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S.S. Central America Gold Ingots Pace Heritage
By CoinLink

All four gold ingots from the S.S.Central America made the Top 10 list in the auction results from Heritages Long Beach Signature Sale.

The top performer was the 55.05-Ounce Harris Marchand Gold Ingot. Recovered from the S.S. Central America. CAGB-135, serial number 6526. 55.05 ounces, 875 fineness, stamped value $995.73. Sold For $172,500

From Q. David Bowers, A California Gold Rush History: “Large size ingot. All inscriptions on face with bar horizontally oriented. $ leans sharply left. Reverse finessed or dressed by tapping.”

Though the firm Harris, Marchand & Co. did not last into June 1857, the gold bars stamped that way did, and three dozen bars from the Sacramento office received an unexpected gift of numismatic immortality: they were loaded onto the S.S. Central America, and instead of going to New York to be melted down, they landed at the bottom of the ocean, and over the course of more than a century, they transformed into historic treasures.

Like the majority of known Harris, Marchand & Co. ingots, this example shows irregular punching on the serial number, weight, fineness, and value. The arcing HARRIS MARCHAND & CO imprint and circular MARCHAND / ESSAYEUR stamp, however, are precise and elegant as ever.

The runner-up was the 48.65 Ounce Kellogg & Humbert Gold Ingot. Kellogg & Humbert Assayers, serial number 947, 48.65 oz, 780 fineness, $784.43 face value. Medium to large size, per the classification system by Q. David Bowers in his A California Gold Rush History. Sold for $103,500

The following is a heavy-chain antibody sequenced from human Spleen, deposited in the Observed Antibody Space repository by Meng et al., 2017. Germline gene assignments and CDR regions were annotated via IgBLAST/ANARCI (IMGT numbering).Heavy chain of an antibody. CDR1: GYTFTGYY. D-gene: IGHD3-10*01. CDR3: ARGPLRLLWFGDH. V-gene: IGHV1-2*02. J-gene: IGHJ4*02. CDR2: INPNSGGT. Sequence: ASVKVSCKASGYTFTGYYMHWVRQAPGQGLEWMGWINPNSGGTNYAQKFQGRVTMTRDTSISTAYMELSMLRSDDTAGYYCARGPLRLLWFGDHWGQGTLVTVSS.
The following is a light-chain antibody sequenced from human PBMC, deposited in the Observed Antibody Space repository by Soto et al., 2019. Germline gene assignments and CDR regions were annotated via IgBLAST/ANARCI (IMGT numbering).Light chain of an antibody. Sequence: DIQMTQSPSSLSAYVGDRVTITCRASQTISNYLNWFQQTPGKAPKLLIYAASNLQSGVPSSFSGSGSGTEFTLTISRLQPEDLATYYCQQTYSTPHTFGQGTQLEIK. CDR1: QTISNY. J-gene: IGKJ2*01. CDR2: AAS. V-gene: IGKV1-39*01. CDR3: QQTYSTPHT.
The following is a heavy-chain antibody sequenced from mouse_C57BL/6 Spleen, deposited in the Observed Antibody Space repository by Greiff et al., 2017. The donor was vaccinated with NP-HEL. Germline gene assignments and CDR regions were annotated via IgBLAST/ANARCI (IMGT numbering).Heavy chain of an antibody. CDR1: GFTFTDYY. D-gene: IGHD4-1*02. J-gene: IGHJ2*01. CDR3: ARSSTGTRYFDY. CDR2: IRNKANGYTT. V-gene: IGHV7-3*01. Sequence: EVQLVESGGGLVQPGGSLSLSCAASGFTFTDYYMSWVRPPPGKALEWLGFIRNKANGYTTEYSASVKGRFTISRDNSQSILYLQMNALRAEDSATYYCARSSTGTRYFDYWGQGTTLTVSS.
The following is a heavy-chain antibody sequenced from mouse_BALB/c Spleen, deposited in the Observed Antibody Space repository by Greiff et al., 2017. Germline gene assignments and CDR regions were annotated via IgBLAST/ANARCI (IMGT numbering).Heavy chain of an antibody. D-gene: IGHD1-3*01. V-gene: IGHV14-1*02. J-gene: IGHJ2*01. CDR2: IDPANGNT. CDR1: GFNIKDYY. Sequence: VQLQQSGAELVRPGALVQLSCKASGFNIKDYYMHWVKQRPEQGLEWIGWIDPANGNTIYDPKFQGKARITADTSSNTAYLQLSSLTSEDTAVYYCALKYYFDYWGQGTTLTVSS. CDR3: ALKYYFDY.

Bowers devotes a solid paragraph to the unusual characteristics of this ingot (italics his):

“Inscriptions on face. 48 in weight double punched. Fineness first punched as 87, then corrected to 78 ($784.42), with erroneous under digits still visible. $ sign high, leans right, and touches upper left of 7. Vertically oriented. Reverse stamped with repetition of serial number, but in different font. One of the most amateurishly punched of the many Kellogg & Humbert ingots.”

The top face also shows numerous air bubbles and weakness on the “Kellogg & Humbert Assayers” stamp. Bowers does allow, however, that the S.S. Central America ingots’ individuality is core to their appeal, noting that “[s]uch idiosyncrasies make them fascinating to study.”
Beyond the air bubbles, this ingot has a distinctive overall appearance. While most ingots show a measure of rust staining on one or more faces, this pieces’ surfaces are bright yellow, with evidence of rust and other dark stains virtually nil. There is a milky area is present over the “78″ of 780 FINE. Corner cuts are visible at the bottom right corner of the top face (relative to the punches) and its diagonal opposite on the bottom face. In sum, an attractive and distinctive example of the medium-to-large class of Kellogg & Humbert gold ingots found on the S.S. Central America. The ingot measures 42 x 98 x 22 mm

The third highest performer was the 38.76 Ounce Kellogg & Humbert Gold Ingot. CAGB-635. Mold K&H-02, Sold for $97,750.00